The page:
Standing Waves, beats and the Doppler effect

Demonstrations, experiments and resources for teaching Phys  3.3

Doppler Effect

The Doppler effect: video, practical and virtual demonstrations.

Doppler Ball
A Doppler ball shows the Doppler effect qualitatively.

Doppler Ball Frequency Shift Quantitative
Video and audio analysis software are used to study the Doppler effect quantitatively.

Beats and superposition

Includes virtual and physical demonstrations of beats.  Video and audio files are provided.

Combining Sounds
Add two sine waves. Display the signal versus time, the Fourier Power Spectrum, and play the resulting sounds on computer speaker.

Tuning Fork Beats
Two tuning forks with slightly different frequencies give beats.

Square Wave Simulation
Add sine waves to make a square wave.

Standing Waves and resonance

Tuning Fork Resonance
A tuning fork can easily transfer energy to another matching tuning fork, but not to one that resonates at a different frequency.

Standing Waves on a Slinky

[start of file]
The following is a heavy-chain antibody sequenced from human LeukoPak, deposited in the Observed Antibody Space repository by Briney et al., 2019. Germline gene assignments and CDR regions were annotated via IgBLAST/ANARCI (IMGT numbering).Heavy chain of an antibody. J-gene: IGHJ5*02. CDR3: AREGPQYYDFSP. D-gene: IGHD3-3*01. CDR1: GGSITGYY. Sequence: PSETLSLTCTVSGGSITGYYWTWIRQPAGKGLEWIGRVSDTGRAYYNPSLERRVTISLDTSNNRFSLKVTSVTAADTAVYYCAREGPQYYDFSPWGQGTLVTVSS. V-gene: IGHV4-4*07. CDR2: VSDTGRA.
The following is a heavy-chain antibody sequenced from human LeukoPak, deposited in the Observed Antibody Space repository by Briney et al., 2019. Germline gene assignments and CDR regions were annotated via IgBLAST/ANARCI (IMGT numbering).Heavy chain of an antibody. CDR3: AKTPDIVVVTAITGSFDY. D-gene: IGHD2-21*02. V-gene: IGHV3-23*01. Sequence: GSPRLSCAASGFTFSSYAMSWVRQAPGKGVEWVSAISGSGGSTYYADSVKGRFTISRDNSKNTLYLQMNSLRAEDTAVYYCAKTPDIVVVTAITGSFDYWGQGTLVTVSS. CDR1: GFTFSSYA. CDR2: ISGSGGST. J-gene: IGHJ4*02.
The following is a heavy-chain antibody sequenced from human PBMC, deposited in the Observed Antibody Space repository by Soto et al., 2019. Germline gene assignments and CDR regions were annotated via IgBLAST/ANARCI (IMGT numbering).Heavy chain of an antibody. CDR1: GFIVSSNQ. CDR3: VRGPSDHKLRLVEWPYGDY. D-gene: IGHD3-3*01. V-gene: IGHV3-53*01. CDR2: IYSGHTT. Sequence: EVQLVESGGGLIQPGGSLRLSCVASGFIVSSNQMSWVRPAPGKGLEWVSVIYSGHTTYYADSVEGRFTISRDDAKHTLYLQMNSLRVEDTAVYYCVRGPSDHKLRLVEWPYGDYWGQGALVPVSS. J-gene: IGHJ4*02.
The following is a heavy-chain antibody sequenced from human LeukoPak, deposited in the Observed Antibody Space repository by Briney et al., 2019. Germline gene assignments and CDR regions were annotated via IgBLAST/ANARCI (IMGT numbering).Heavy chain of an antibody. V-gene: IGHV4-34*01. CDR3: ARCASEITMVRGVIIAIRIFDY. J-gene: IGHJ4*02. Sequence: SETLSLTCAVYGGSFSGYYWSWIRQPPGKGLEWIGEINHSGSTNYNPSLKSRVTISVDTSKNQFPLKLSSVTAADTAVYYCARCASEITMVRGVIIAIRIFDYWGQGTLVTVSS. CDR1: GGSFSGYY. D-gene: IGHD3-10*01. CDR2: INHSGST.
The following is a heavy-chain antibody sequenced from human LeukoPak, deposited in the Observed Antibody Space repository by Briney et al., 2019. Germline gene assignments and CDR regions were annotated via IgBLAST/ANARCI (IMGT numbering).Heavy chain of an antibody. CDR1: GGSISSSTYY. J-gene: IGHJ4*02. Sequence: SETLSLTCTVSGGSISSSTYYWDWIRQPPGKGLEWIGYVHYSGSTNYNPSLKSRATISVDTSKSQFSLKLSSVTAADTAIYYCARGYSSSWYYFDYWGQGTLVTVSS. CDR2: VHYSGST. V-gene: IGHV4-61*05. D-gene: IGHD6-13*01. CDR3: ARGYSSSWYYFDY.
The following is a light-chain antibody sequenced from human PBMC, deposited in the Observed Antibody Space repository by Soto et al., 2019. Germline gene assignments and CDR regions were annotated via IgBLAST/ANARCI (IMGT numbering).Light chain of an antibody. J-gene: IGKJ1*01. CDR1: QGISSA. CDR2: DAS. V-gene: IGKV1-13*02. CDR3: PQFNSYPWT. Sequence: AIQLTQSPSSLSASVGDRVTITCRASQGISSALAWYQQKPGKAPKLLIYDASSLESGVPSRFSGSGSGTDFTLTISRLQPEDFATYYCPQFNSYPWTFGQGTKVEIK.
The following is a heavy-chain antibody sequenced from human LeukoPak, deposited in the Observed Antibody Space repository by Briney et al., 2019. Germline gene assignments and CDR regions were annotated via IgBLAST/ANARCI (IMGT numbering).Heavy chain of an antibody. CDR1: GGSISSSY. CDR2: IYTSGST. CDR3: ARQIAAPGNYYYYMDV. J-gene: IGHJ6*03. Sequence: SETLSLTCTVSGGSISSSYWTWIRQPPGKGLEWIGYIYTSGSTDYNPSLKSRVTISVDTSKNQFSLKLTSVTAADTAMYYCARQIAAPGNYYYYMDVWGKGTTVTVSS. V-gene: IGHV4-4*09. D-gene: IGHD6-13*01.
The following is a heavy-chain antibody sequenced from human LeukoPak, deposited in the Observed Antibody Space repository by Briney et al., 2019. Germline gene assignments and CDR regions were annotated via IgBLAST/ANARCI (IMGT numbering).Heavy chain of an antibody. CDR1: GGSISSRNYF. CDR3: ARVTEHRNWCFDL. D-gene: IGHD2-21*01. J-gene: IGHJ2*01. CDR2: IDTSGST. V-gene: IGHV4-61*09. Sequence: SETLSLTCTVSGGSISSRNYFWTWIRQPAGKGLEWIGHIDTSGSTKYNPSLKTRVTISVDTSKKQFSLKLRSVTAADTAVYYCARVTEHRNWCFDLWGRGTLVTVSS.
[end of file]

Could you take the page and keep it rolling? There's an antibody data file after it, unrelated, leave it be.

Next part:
A slinky mounted on a frame is used to demonstrate transverse and longitudinal standing waves. Markers on the slinky make the oscillatory motion of the medium visible.

Rubens Tube: Sound Flames
The heights of flames from holes in a tube shows sound nodes and antinodes.

Standing Waves on a Wire
An AC electric current is used to excite standing waves in a wire passed over a magnet.

Videos and simulations for teaching standing waves

This Physics Classroom interactive simulation helps you to see how the two travelling waves make one standing wave by interference 

For people interested in music watch Minute Physics’ “Why it is impossible to tune a piano”

Curious videos made with cameras inside a guitar: “No Iphone Guitar – Better guitar oscillations With a Webcam Inside” (note that these don’t show the standing waves – the ‘waves’ that are shown are artefacts of the rolling shutter.